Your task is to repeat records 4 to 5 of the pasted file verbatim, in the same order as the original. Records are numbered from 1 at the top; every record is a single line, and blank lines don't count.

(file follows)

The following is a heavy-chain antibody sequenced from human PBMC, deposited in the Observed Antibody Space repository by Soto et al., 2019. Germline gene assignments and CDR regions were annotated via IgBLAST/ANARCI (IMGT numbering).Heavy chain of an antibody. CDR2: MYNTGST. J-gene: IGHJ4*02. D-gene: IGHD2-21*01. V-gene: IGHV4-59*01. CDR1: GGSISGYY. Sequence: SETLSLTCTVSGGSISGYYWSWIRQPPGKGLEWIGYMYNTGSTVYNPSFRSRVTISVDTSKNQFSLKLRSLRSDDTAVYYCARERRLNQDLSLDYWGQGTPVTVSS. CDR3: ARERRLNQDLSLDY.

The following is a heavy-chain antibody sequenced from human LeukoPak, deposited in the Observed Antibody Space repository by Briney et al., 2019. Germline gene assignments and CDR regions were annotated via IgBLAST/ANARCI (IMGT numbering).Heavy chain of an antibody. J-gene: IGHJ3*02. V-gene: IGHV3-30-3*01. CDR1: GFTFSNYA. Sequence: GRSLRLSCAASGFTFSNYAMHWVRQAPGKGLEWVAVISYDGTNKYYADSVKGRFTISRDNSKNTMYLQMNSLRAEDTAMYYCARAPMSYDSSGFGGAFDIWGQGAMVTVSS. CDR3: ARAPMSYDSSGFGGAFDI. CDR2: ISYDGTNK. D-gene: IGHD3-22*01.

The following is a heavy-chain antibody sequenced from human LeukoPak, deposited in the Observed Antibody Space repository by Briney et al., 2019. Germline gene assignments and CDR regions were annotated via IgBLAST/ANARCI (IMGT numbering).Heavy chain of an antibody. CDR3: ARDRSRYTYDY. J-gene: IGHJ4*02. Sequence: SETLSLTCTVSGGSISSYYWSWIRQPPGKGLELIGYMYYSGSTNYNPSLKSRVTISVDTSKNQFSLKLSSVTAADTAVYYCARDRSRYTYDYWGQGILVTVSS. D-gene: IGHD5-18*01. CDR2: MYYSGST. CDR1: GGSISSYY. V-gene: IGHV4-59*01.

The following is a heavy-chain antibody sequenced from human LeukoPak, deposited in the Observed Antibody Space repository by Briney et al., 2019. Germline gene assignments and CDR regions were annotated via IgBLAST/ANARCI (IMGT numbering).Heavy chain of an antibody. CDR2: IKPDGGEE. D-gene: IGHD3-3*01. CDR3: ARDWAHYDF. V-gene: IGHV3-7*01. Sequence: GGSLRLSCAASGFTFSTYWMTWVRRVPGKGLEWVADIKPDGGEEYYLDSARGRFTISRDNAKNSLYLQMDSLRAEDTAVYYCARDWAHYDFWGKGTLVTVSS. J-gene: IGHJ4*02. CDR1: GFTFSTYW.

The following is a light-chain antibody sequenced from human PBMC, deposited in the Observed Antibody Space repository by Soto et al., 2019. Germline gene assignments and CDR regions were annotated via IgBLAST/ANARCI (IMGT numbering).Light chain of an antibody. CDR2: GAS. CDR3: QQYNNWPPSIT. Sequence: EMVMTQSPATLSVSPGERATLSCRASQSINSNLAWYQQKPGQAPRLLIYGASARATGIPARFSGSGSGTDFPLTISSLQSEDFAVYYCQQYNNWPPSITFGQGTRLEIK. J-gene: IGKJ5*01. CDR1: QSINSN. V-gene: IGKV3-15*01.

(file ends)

The following is a heavy-chain antibody sequenced from human LeukoPak, deposited in the Observed Antibody Space repository by Briney et al., 2019. Germline gene assignments and CDR regions were annotated via IgBLAST/ANARCI (IMGT numbering).Heavy chain of an antibody. CDR2: IKPDGGEE. D-gene: IGHD3-3*01. CDR3: ARDWAHYDF. V-gene: IGHV3-7*01. Sequence: GGSLRLSCAASGFTFSTYWMTWVRRVPGKGLEWVADIKPDGGEEYYLDSARGRFTISRDNAKNSLYLQMDSLRAEDTAVYYCARDWAHYDFWGKGTLVTVSS. J-gene: IGHJ4*02. CDR1: GFTFSTYW.

The following is a light-chain antibody sequenced from human PBMC, deposited in the Observed Antibody Space repository by Soto et al., 2019. Germline gene assignments and CDR regions were annotated via IgBLAST/ANARCI (IMGT numbering).Light chain of an antibody. CDR2: GAS. CDR3: QQYNNWPPSIT. Sequence: EMVMTQSPATLSVSPGERATLSCRASQSINSNLAWYQQKPGQAPRLLIYGASARATGIPARFSGSGSGTDFPLTISSLQSEDFAVYYCQQYNNWPPSITFGQGTRLEIK. J-gene: IGKJ5*01. CDR1: QSINSN. V-gene: IGKV3-15*01.